The population of a state is divided into two classes- citizens & aliens while citizen’s enjoyfull civil & political rights, aliens do not enjoy of all of them.
Citizenship has been a vexatious issue at the time of drafting the Indian constitution speaking about it in the constituent Assembly Dr Ambedkar said, “Accept one other Article in the draft constitution, I don’t think any other Article has given the drafting such a headache as this particular Article I don’t know how many drafts were prepared and destroyed as being inadequate all the cases which it was thought necessary and desirable to cover”.
Article 5 of the constitution lays down the legalese of the citizenship in India. The Article provides that at the commencement of this constitution, every person having domicile in India and fulfilling any of the following condition is a citizen of India: –
- He was born in India;
- Either of whose parents was born in India;
- Who has been ordinarily resident in India for not less than five years immediately preceding the constitution; The parliament of India passed citizenship Act in 1955 under the citizenship Act, citizenship of India can be acquired by birth, by descent, by registration, by nationalization or by incorporation of territory.
The state practice in the world has been to award citizenship on the basis either birth (Jus soli) or descent (Jus Sanguines). The practice of Jus Sanguines has detrimentally rendered hordes stateless in the post-colonial world. However Jus Soli looks to the future & appreciates on inclusive & pluralistic society. The founding fathers of the Indian constitution especially Sardar Patal Vehementally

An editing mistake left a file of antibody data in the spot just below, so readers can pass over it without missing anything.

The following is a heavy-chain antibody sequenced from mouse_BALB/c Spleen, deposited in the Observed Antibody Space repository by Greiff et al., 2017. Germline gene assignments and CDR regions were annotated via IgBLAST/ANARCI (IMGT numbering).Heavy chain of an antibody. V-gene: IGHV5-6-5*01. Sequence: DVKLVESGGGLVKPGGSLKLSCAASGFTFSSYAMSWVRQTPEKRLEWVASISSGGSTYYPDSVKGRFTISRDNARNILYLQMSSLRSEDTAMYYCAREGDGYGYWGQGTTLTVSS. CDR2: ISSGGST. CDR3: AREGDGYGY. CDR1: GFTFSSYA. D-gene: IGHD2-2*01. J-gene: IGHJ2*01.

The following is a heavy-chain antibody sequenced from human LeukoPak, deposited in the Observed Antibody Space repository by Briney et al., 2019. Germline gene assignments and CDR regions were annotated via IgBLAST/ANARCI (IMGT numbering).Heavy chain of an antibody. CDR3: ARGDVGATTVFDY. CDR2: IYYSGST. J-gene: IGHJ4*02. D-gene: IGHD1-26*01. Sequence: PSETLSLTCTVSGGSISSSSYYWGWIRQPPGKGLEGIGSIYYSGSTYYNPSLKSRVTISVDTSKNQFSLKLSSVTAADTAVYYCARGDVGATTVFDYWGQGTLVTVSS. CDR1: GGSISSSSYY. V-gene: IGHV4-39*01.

threw the weight behind Jus Soli- as the premise for law of citizenry in India.
However the citizenship Act 1955 made Jus Sanguines as the basis of granting citizenship.
In 1986 one more significant amendment was incorporated into the citizenship Act. The amendment restricted the citizenship by birth to require at least one parent had to be an Indian national. In 2003, another amendment, further restricted that aspect by requiring that a parent could not be an illegal immigrant.
The 2003 amendment to the citizenship to the citizenship Act mandated the Government of India to construct an NRC.
It deserves, plausibly, appropriate mention of citizenship law at repeated Foreign Jurisdictions and international level. The citizenship clause fourteenth.
Amendment to the US constitution provides: All persons born or naturalized in the United States & subject to the Jurisdiction there of are citizens of the US & of the State where in they reside. The American convention on Human Rights provides that “Every person has the right to nationality of the state in whose territory he was born if he does not have the right to any other nationality.
The convention on status of stateless person 1954 prohibits the expulsion of stateless person who are lawfully on the territory of a state party convention also requires that states facilitate the assimilation and naturalization of stateless person. The convention on reduction of statelessness emphasises the prevention of statelessness at birth by requiring states to grant citizenship to children born on their territory, or born to their nationals abroad, who would otherwise be stateless. The convention further seeks to prevent statelessness, latter, in life by prohibiting the withdrawal of citizenship from state’s nationals- either through less, renunciation, or deprivation of nationality- when doing so would result in statelessness.